In situations where vertical or horizontal evacuation may be a possibility, staff will usually have been given training on what to do in these situations to ensure the process goes smoothly. This is particularly important when evacuation involves moving disabled or unwell people to another location, as official protocols must be followed and some individuals may have specialist needs.
Both of these fire evacuation procedures carry additional risks, which means that procedures or equipment may need to be put in place to try and reduce this as much as possible.
A silent alarm evacuation is an emergency procedure for fire that most people are not aware of unless they have worked as a member of staff in a location that uses this kind of fire evacuation plan. It involves a ‘silent’ alarm or alert going off that only staff in an area understand, communicating that an emergency is happening and that action needs to be taken.
The reason that this kind of evacuation procedure exists is that in some locations, such as theatres, shopping centres or stations, sounding a fire alarm to evacuate could cause mass panic and movement that could lead to more harm. People could start to run and knock each other over, single exits could get congested or staircases may become overcrowded and lead to trips and falls.
Whilst it isn’t related to a fire, silent alarms are also sometimes used in the event of a terrorist attack when a location needs to be evacuated without having a lot of attention drawn to the process, or when rushing towards an exit could lead directly into more danger.
When a silent alarm evacuation happens in the case of a fire, staff inside the building will be notified. They will have pre-arranged procedures to evacuate the building as quickly and efficiently as possible without causing too much panic, ensuring that everyone gets out safely.
Different levels of danger may have different silent alarms, such as lights flashing, a discrete sound, individual messages or a coded announcement. Each of these will have a different evacuation procedure associated with it, allowing staff to act in the safest possible way to minimise harm.
In the event of an emergency fire evacuation procedure, the first thing to do is sound the alarm if it hasn’t already been set off. This ensures that everyone in the building is aware that there is an emergency and can start to leave with enough time to get out safely.
If a silent alarm has been sounded, it is important to follow the correct procedure and not set off the general fire alarm unless absolutely necessary.
Once the fire alarm has been sounded, the relevant evacuation procedure should be followed. In the majority of cases, this will involve everyone exiting the building as quickly as possible by the nearest emergency exit, leaving behind any personal belongings that might slow their progress down.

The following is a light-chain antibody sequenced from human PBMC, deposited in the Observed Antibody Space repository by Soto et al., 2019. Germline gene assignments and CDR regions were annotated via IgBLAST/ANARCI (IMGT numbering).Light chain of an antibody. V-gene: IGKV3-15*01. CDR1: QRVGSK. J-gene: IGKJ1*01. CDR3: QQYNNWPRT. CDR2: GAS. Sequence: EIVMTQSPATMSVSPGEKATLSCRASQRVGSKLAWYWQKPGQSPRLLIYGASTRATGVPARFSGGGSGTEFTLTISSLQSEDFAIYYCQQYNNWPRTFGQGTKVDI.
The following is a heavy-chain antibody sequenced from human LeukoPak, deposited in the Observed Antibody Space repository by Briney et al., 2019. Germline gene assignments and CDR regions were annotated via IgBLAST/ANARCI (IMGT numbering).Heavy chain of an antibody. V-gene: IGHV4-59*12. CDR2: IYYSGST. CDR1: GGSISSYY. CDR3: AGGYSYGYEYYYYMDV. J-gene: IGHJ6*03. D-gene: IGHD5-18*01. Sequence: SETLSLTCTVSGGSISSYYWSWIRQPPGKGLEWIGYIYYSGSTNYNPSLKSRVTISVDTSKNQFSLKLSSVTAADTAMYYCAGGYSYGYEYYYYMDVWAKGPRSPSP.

If you are a member of staff or designated fire warden in the building that is being evacuated, it is your responsibility to supervise the evacuation and ensure that everyone is leaving the building where possible. Anyone in the building with a Personal Emergency Evacuation Plans (PEEP) must be located and their plan should be followed before you leave, as long as it is still safe to do so.
Once a building has been evacuated, the next stage of the emergency procedures for fire is to gather everybody at the designated assembly point. This should have been communicated to all of those in the building, but anyone who looks unsure should be directed to the right location to ensure that nobody goes back into the building or stands close enough that they could still be harmed.
Finally, a roll call needs to be organised after evacuation has taken place so that you know whether everyone has gotten out of the building safely. Again, this will be the responsibility of the fire marshal or designated fire safety manager of the building, who will also be responsible for telling the emergency services if anyone is missing.
A fire evacuation plan is the record of the official procedure that is to be followed in the event of a fire. Also sometimes known as a fire emergency evacuation plan (FEEP), it gives a safe and efficient method of clearing people out of a building or area and ensuring that there are minimal casualties if a fire begins.
If a fire takes place, health and safety advice is to follow RACE procedures; rescue those in immediate danger, sound the fire alarm, try and contain the fire and then evacuate and try and extinguish the fire if possible. If total evacuation is required in the event of a fire, vertical evacuation is a priority, then horizontal evacuation, and then complete evacuation if necessary.
PEEP stands for ‘personal emergency evacuation plans’ in fire safety. It refers to the evacuation plan that has been put in place for a person who has a disability or mobility issue that means they may be unable to participate in a traditional evacuation, ensuring that they remain safe even if a building has to be evacuated.
The most important thing to remember in the event of a fire is that staying calm is the key to evacuating everyone safely. When people panic they tend to lose track of others around them, but having an official fire evacuation plan means that you can rely on a trusted method of getting everyone out of a building in enough time that nobody gets hurt.
If you’d like to find out more about fire evacuation procedures and what is involved in fire safety policies, we offer a ‘Fire Safety for Fire Marshals and Wardens Training Package’ that is suitable for anyone who wants to learn more about what to do in a fire emergency.